A New Idea to Fix the Retirement-Savings Crisis
The retirement-savings crisis in America is so acute that at least one prominent thinker on the subject is calling for a mandatory savings program above and beyond existing 401(k) and other pension plans. “The nation requires a new, mandatory tier of retirement accounts, initiated by the federal government but managed by the private sector, that will replace about 20% of preretirement earnings,” Alicia Munnell, director of the Center for Retirement Research at Boston College, told Bloomberg News. Munnell is a former Treasury official and former member of the President’s Council of Economic Advisers. Her voice carries a lot of weight on pension matters, and her comments seem to open the door to a back-to-the-future kind of pension system. Along with a new, additional type of savings program, Munnell wants to delay Social Security payments “a few years longer” and encourage people to stay at work to age 68 or 69 or later. She’d like to see 401(k) plans reworked so that autoenrollment ...
America's jobs are moving to the suburbs
Despite a short reprieve during the recession, the number of jobs moving to the nation's suburbs grew over the last decade, potentially clogging roadways and reducing job access for the poor.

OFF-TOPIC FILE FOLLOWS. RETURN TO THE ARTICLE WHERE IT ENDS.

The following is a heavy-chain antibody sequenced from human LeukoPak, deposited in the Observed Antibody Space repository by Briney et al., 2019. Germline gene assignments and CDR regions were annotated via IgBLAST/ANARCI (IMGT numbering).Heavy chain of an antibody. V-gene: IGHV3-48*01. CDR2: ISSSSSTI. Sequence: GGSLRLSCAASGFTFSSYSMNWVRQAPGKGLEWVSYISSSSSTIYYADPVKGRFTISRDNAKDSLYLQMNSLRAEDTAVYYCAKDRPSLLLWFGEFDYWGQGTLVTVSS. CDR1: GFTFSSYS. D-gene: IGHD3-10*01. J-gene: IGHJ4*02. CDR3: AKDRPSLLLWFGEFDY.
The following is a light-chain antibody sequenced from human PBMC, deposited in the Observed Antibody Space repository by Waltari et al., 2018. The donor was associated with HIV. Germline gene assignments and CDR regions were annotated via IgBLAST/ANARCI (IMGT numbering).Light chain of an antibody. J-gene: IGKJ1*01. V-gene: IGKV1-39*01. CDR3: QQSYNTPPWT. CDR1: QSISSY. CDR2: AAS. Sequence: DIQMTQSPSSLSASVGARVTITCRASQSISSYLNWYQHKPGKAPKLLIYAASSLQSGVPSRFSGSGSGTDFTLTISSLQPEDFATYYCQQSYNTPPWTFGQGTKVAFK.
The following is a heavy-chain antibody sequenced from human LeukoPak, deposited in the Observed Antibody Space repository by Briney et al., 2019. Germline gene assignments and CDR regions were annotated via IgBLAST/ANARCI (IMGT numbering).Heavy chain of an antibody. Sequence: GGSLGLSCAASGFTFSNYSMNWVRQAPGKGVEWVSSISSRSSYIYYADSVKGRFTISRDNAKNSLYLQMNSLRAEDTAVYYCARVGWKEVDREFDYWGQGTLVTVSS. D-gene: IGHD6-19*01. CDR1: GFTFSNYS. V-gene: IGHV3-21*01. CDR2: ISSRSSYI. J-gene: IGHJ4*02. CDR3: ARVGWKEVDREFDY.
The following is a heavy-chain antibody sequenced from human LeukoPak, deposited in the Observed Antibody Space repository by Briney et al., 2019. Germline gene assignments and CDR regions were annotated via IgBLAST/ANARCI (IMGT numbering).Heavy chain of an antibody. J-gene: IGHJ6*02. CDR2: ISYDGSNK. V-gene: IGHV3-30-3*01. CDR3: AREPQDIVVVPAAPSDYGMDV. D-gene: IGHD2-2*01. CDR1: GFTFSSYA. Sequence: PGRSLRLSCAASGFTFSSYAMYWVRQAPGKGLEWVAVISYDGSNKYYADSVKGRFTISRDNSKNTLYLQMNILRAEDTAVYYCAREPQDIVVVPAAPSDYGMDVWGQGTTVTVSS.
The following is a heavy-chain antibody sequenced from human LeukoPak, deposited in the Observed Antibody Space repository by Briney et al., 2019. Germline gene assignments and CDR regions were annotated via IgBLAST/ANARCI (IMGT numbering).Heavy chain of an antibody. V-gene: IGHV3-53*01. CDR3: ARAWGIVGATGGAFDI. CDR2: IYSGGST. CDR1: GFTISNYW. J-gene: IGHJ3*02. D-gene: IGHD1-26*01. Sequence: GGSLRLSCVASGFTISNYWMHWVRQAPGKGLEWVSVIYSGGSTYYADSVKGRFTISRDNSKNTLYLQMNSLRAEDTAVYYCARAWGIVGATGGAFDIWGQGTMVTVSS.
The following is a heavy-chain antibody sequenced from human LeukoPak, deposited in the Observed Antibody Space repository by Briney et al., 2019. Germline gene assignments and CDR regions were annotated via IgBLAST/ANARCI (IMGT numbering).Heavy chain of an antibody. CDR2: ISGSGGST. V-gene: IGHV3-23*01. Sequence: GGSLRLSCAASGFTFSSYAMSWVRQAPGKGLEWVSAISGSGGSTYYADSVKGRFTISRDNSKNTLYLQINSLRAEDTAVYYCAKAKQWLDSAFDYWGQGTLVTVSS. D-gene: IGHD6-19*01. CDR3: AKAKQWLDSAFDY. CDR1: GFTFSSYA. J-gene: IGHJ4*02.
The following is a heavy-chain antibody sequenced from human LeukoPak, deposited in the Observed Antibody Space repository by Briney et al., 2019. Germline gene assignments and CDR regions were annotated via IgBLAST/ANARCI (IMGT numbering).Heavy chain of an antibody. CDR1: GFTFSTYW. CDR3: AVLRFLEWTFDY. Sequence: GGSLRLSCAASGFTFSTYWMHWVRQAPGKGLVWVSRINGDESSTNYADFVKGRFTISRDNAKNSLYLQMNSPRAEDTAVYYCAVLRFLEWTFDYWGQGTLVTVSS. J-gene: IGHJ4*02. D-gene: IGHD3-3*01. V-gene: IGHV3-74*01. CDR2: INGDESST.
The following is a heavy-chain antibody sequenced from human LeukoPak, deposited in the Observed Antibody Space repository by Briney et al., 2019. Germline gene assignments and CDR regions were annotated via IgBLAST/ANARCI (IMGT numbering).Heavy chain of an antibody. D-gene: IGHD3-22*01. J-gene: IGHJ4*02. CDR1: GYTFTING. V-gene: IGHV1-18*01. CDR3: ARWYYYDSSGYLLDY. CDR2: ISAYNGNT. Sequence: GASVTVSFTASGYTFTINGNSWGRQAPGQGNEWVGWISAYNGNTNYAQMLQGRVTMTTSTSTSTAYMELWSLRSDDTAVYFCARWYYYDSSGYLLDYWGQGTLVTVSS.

Group says major companies involved in tax scheme
CHICAGO -- A Chicago-area transportation agency on Wednesday alleged that some of the nation's largest and best known companies including AT&T, Sears Holdings Corp., Verizon and Target are running "sham" offices as part of a scheme with two small northern Illinois communities to avoid paying millions of dollars in taxes in Chicago and Cook County....
American Airlines resumes most flights
But problems remained day after massive technology failure forced nation's third-largest carrier to ground U.S. fleet
Found 1 month ago on channel CBS
Financial Stocks: Bank of America earnings hurt by higher expenses
Bank of America shares tumbled more than 6% after the nation’s biggest bank posted first-quarter earnings that fell below Wall Street’s estimates and expenses that came in well above.